Glenmorangie Milsean

Glenmorangie Milsean

Milsean. It’s pronounced ‘meel-shawn’, and it means ‘sweet things’ in Gaelic. It’s the seventh release in Glenmorange’s Private Edition series. The whisky has been ‘extra-matured’ and Glenmorange are – according to the press material – pioneers in this process…

Extra-matured basically means that the whisky has spent many years in one type of cask, such as ex-bourbon, before being matured again in another type of cask, usually something fancy like a wine-cask. If that was just a little while, a few months to a year, it would be called ‘finishing’ or ‘ace-ing’. Anything longer tends to be called double-maturation.

Glenmorangie Milsean has been matured in red wine casks from Portugal, which have been ‘deeply toasted’ – basically burned – to tickle the sugary goodness out of the wood. That will in turn influence the flavour of the whisky. In fact, normally the previous remnants of the cask are scraped out before the charring process, but in this instance the casks were toasted with traces of the wine still there. This process is presumably to flavour the whisky even more.

Seasoned whisky drinkers will probably tell you that none of the above is exactly new. Far from it. But since brands are moving ever more away from age statements – a method of selling whiskies that’s lasted for two centuries – they have to create engagement. And the production process or blending to a brief is a solid way of doing that. It’s a marketing hook in a competitive industry. I can understand that. I can move with the times.

The brief in this case was really about creating the old-fashioned sugary flavours and aromas of a sweetshop. Or if you’re a conspiracy theorist then you might think this is some avant-garde marketing method to hijack the obesity epidemic, but I don’t think even a big whisky company owned by a glamorous corporation would think in those terms.

I’ve written about Glenmorangie in previous posts, such as their pretty tasty 25 Year Old Quarter Century and an online Twitter tasting, so there’s more information about the distillery if you want to read on.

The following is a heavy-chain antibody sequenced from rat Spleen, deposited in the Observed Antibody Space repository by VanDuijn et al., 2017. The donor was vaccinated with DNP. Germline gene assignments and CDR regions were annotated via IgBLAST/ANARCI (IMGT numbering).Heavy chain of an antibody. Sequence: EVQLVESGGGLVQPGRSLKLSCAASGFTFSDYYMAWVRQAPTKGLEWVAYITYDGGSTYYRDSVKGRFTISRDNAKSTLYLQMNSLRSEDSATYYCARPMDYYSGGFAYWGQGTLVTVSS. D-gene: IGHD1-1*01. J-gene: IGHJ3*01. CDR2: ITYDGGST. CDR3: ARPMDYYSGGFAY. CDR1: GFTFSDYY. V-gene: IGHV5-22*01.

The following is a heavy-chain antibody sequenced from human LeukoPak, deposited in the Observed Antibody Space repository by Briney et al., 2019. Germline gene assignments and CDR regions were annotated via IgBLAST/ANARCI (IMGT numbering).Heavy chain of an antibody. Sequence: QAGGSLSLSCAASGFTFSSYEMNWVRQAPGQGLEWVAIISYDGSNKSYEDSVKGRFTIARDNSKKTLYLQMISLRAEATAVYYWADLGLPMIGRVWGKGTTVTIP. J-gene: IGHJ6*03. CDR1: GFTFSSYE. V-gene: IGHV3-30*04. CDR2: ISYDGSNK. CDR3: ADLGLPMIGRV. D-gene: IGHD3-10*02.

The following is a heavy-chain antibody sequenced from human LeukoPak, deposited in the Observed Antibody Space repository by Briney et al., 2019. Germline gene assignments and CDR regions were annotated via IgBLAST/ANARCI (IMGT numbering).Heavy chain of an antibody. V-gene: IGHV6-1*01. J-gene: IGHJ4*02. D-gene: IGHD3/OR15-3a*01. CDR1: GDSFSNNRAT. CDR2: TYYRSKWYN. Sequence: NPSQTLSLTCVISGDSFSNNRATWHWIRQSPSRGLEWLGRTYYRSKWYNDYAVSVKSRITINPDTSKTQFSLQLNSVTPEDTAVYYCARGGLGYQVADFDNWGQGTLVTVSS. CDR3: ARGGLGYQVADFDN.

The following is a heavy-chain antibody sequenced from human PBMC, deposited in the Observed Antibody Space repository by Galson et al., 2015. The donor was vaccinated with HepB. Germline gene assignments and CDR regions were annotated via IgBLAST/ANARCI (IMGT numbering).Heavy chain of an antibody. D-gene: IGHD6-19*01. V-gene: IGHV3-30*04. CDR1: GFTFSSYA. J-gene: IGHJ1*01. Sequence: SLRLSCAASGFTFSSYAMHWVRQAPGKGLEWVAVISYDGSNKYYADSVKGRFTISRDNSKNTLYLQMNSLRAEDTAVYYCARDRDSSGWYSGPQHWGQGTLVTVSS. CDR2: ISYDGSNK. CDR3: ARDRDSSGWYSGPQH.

Glenmorangie Milsean is a No Age Statement whisky bottled at 46% ABV, and which costs about £80.

Tasting notes

Glenmorangie MilseanColour: amber to deep gold.

On the nose: fresh fruit: peaches, apricots. Stewed apple with more than a dollop of sugar. It’s quite syrupy. That intense sweetness from roses. A touch of ginger in there too. And vanilla. Lots of vanilla. Orange marmalade. Cherries. It’s lovely, but a little blunt and heavily skewed towards sweet flavours.

In the mouth: quite bourbon like in character, this one. The texture is medium to light. But heavy doses of vanilla fudge. It comes with the sickly red-fruit sweetness of childhood medicine (as opposed to being medicinal). A touch of aniseed or fennel. Cherries and red-currants. A little coconut – more like a Bounty bar in some respects. Sourness, perhaps from the wood, and it doesn’t really balance the tart fruit quality at the core, or indeed complement the rest of it. Cinnamon. Bitter, short finish. Too bitter.

Conclusions

I wasn’t moved. My soul remained un-stirred. That bitter edge just didn’t work for me, didn’t work with the forced sweetness. It’s unbalanced. Hollow, almost. I was reminded of counterfeit fashion brands: this looks the part, certainly, but it somehow doesn’t feel quite right. I wasn’t getting the real deal.

They’re asking £80 for it, and I know of many more ways to tickle my taste buds for that price – especially as I don’t know much else about the whisky (which, call me grumpy, but in a crowded market place is becoming ever-more important). Mind you, take that with a pinch of salt as I’ve not often been left bedazzled by this distillery. Certainly its whiskies are okay – but not so much the last couple of years, not compared to a while ago. I suppose if you’re a fan of Glenmorangie and their range, then this might provide some interesting comparisons. I’m all for experimentation. And the nose is pleasant enough. If the aim was to hit a particular brief – to get a whisky to taste like old-fashioned sweets and so forth – then it did the job.

But I would have preferred it if that original brief had been simply to make a great whisky.

What’s wrong with that? In fact, the world would be a better place if all briefs were more simple and honest. You’d get a lot more whiskies like Kilkerran, which is receiving rave reviews in the community without any spin or flavour story.

Note: this was a sample provided on behalf of Glenmorangie. Unlike some sites, Malt is too curmudgeonly to cherish freebies over frankness.

Comments

  1. Sounds like we got some very similar (negative) experiences out of it. Definitely too much going on with the wine cask, as you say.

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